|Date of Birth
||19 June 1978,
|Place of Birth
||Buenos Aires, Argentina
This sultry and sexy Argentine actress was most famously known for portraying Nadia Santos, the long lost sister to Jennifer Garner’s Sydney Bristow on the hit spy serial “Alias” (ABC, 2001-05), however Mia Maestro accumulated a selection of impressive film credits since making her silver screen debut in Carlos Sauta’s “Tango” (1998) – a film which would receive Golden Globe and Academy Award nominations for Best Foreign Language Film.
Maestro was born on June 19th, 1978 in Buenos Aires, Argentina. Her mother was a former economist and her father, a businessman. As a young child, Maestro was convinced that she was a boy, perhaps kick-starting the acting bug and starting her initial theatrical training at a young age. When she was 18, Maestro moved to Berlin to develop a vocal repertoire – in German – of the works of Kurt Weill and Hans Eisler and to study Brechtian acting techniques. All of this added to her already rigorous schedule of vocal, dance and music classes. Maestro’s experience in Berlin – both inside and outside of school – gave her a renewed spirit and confidence that translated into several noteworthy dramatic performances when she eventually returned to Buenos Aires.
Maestro’s first proper acting gig was in the Carlo Goldoni commedia dell'arte, and by 1998 she secured the coveted role of Lulu in Wedekind's “Pandora's Box” at the San Martin Theater. For this, Maestro garnered an Ace Award for Best New Artist of the Year.
In 1998, Maestro made her feature-film debut in “Tango,” in which she played an aspiring dancer who gets entangled in a romance with a film director. Just one year later, Maestro traveled to Austria, where she worked with Lauren Bacall and Dennis Hopper in “The Venice Project” (1999). Ultimately, she moved to Los Angeles and quickly landed a supporting role in Mike Figgis’ digital video experimental film ”Timecode” (2000), alongside Salma Hayek, with whom Maestro would work again with in 2002's “Frida” – Hayek’s labor of love biopic about the famed Mexican artist. Maestro also appeared in the HBO biopic of Cuban jazz musician Arturo Sandoval in “For Love or Country: The Arturo Sandoval Story” (2000), starring opposite Andy Garcia.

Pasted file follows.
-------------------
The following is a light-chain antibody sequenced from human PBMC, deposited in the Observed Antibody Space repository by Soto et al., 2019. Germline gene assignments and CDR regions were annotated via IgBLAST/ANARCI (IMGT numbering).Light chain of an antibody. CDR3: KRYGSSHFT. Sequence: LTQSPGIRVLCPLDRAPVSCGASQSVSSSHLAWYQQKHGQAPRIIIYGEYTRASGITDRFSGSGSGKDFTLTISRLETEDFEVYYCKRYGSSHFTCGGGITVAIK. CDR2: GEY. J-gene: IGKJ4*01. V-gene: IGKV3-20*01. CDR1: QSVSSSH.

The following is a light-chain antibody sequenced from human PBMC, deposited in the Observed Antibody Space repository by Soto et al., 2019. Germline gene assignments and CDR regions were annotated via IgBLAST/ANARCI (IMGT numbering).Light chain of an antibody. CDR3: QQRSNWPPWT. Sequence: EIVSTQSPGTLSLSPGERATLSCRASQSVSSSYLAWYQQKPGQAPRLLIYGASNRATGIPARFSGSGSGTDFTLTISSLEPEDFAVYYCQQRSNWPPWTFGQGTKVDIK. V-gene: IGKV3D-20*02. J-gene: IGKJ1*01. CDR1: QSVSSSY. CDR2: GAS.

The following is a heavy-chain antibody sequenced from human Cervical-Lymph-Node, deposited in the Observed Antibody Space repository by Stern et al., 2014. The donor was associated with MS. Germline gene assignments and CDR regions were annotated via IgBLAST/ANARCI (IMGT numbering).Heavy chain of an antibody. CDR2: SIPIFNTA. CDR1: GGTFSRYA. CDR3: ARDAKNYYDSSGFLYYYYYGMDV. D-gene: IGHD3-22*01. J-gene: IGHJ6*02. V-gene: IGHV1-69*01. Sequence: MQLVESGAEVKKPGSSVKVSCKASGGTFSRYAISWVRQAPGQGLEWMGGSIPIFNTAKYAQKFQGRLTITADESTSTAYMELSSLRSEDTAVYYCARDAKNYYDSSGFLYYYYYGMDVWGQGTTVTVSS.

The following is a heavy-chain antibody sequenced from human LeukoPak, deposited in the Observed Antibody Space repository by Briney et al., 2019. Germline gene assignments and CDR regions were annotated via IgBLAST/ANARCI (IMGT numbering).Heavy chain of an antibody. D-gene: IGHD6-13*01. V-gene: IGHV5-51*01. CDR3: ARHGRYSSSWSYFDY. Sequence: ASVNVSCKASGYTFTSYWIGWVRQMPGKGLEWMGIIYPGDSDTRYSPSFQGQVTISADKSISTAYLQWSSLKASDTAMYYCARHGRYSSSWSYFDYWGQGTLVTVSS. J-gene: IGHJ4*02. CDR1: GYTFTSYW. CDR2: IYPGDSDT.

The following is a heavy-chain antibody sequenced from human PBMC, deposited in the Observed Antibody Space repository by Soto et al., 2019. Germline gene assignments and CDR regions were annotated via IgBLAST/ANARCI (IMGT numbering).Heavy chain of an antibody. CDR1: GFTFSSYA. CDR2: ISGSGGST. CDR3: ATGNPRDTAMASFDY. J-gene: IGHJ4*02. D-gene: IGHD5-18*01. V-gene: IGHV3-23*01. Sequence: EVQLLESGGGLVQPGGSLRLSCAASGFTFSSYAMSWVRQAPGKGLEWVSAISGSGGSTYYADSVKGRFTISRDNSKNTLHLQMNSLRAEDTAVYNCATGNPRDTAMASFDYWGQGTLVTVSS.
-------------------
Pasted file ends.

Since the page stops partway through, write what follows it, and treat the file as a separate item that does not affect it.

In 2001, the stunning Latin beauty was ranked #61 in Stuff magazine’s “100 Sexiest Women” newsstand special, as well as #67 on Maxim magazine’s “100 Sexiest Women” newsstand special. This, no doubt, led to Maestro’s eye-popping appearance in a 2002 edition of Playboy magazine.
After a small role in Ben Stiller's “Duplex” (2003), Maestro played much larger role in Walter Salles Jr.'s “The Motorcycle Diaries” (2004), a road movie roman a clef that chronicled the early years of Latin American revolutionary Che Guevara, starring opposite Gael Garcia Bernal. The film premiered at the 2004 Sundance Film Festival and the 57th Cannes Film Festival that same year. Next Maestro accepted another supporting role in Lucrecia Martel's coming-of-age drama “La Niña Santa” (2004).
”Hollywood style” stardom came when J.J. Abrams wanted Maestro to appear in his upcoming show “Lost” (ABC, 2004- ), but she ended up nabbing the role of Nadia Santos, the recurring character and eventual series regular in “Alias.”
In 2004, Maestro worked alongside Lucas Black on the independent feature “Deepwater” for director David Marfield, and appeared in Venezuelan director Jonathan Jakubowicz’s “Secuestro Express,” both released in 2005.
In the summer of 2005, Maestro starred in the Hans Christian Anderson musical “My Life as a Fairy Tale” at Lincoln Center in New York. Maestro also starred in the music video for Prince’s single “Te Amo Corazon.”
After “Alias” wrapped production, Maestro appeared in “Poseidon” (2006), Wolfgang Peterson’s ill-conceived remake of the classic disaster film “The Poseidon Adventure” (1974) and in the questionable new TV version of “The Ten Commandments” (ABC, 2006).